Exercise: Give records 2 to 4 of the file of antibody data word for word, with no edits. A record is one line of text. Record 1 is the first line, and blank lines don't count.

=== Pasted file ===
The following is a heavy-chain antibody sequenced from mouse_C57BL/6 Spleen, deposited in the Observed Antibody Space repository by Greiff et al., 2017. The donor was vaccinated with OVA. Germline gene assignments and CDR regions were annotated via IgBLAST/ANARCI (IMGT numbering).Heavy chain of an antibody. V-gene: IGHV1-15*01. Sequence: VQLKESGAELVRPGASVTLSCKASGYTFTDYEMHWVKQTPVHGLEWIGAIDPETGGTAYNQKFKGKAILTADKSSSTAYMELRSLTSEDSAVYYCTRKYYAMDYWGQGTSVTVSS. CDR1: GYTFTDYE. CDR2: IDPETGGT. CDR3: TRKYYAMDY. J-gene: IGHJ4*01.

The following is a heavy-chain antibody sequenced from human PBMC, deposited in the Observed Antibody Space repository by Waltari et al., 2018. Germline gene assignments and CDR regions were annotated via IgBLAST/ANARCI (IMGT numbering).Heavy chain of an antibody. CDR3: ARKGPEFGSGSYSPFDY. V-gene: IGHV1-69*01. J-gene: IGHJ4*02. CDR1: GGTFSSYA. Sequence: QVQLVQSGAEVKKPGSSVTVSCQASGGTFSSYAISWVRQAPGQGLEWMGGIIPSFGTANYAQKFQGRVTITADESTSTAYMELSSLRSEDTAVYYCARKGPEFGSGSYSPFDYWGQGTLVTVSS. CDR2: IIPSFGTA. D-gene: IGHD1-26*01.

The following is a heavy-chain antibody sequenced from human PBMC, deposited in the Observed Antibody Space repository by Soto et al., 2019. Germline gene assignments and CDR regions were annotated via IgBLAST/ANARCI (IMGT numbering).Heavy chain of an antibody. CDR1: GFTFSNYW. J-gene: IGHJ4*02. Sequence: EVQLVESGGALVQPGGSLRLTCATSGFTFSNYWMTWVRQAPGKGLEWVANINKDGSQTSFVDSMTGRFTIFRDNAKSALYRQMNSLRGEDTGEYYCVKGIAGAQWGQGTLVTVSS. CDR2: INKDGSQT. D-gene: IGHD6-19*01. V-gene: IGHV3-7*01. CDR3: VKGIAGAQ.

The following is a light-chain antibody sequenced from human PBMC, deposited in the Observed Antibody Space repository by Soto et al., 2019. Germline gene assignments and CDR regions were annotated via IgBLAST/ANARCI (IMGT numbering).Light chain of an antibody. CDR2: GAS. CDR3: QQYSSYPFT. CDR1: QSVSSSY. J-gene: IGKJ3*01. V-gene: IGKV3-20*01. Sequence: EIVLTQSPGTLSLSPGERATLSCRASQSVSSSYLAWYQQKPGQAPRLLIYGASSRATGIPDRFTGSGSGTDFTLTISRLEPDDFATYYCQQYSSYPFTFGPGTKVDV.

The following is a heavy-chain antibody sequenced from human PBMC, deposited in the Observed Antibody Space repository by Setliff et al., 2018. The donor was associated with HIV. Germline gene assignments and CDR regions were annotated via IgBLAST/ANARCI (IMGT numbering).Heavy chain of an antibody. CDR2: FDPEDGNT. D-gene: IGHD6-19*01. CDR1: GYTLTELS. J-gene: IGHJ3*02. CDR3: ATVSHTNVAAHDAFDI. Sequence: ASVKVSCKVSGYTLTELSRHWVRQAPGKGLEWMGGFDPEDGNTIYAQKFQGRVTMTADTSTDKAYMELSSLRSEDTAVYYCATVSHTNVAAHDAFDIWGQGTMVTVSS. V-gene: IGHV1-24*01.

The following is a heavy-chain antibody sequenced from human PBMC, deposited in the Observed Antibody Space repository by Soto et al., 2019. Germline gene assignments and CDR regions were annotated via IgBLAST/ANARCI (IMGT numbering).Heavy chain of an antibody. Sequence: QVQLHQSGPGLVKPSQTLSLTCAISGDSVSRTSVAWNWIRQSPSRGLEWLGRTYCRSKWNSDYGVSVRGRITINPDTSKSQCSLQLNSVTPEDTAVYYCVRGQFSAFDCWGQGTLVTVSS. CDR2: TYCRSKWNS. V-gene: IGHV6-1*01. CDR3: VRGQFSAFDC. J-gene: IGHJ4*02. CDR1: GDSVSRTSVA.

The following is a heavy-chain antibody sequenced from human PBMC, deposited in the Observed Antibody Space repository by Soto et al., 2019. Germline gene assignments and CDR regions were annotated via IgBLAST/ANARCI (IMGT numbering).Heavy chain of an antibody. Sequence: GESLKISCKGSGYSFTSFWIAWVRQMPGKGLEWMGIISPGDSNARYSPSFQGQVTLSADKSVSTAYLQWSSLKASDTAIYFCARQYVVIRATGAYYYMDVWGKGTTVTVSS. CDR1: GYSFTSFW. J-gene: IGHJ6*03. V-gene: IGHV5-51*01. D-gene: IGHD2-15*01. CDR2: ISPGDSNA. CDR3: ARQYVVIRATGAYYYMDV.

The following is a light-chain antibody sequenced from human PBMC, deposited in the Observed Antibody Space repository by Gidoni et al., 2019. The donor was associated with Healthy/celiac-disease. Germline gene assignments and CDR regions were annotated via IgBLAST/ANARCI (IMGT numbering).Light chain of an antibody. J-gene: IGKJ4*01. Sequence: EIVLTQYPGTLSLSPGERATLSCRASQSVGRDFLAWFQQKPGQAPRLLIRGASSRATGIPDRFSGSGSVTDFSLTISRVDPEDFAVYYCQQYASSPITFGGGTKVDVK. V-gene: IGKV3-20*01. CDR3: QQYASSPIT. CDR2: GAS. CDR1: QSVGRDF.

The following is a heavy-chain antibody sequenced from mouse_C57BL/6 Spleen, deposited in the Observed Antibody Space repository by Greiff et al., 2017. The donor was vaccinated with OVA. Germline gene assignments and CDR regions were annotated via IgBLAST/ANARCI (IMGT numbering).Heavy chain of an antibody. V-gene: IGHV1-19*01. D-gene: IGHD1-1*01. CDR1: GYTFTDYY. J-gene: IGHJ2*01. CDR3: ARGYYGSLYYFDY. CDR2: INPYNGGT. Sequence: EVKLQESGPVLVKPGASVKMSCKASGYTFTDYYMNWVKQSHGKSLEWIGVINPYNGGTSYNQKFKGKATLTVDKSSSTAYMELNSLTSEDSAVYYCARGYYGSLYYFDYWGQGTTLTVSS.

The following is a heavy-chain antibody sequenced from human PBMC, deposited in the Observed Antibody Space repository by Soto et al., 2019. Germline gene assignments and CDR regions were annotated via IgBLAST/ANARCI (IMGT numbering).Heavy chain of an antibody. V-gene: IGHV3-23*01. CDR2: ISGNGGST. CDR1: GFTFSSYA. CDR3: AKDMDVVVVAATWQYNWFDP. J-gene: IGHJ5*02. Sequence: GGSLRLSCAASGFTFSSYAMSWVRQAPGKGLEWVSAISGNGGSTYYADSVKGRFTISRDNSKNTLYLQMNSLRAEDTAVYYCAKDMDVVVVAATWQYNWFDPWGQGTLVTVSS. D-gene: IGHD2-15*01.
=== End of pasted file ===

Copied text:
The following is a heavy-chain antibody sequenced from human PBMC, deposited in the Observed Antibody Space repository by Waltari et al., 2018. Germline gene assignments and CDR regions were annotated via IgBLAST/ANARCI (IMGT numbering).Heavy chain of an antibody. CDR3: ARKGPEFGSGSYSPFDY. V-gene: IGHV1-69*01. J-gene: IGHJ4*02. CDR1: GGTFSSYA. Sequence: QVQLVQSGAEVKKPGSSVTVSCQASGGTFSSYAISWVRQAPGQGLEWMGGIIPSFGTANYAQKFQGRVTITADESTSTAYMELSSLRSEDTAVYYCARKGPEFGSGSYSPFDYWGQGTLVTVSS. CDR2: IIPSFGTA. D-gene: IGHD1-26*01.

The following is a heavy-chain antibody sequenced from human PBMC, deposited in the Observed Antibody Space repository by Soto et al., 2019. Germline gene assignments and CDR regions were annotated via IgBLAST/ANARCI (IMGT numbering).Heavy chain of an antibody. CDR1: GFTFSNYW. J-gene: IGHJ4*02. Sequence: EVQLVESGGALVQPGGSLRLTCATSGFTFSNYWMTWVRQAPGKGLEWVANINKDGSQTSFVDSMTGRFTIFRDNAKSALYRQMNSLRGEDTGEYYCVKGIAGAQWGQGTLVTVSS. CDR2: INKDGSQT. D-gene: IGHD6-19*01. V-gene: IGHV3-7*01. CDR3: VKGIAGAQ.

The following is a light-chain antibody sequenced from human PBMC, deposited in the Observed Antibody Space repository by Soto et al., 2019. Germline gene assignments and CDR regions were annotated via IgBLAST/ANARCI (IMGT numbering).Light chain of an antibody. CDR2: GAS. CDR3: QQYSSYPFT. CDR1: QSVSSSY. J-gene: IGKJ3*01. V-gene: IGKV3-20*01. Sequence: EIVLTQSPGTLSLSPGERATLSCRASQSVSSSYLAWYQQKPGQAPRLLIYGASSRATGIPDRFTGSGSGTDFTLTISRLEPDDFATYYCQQYSSYPFTFGPGTKVDV.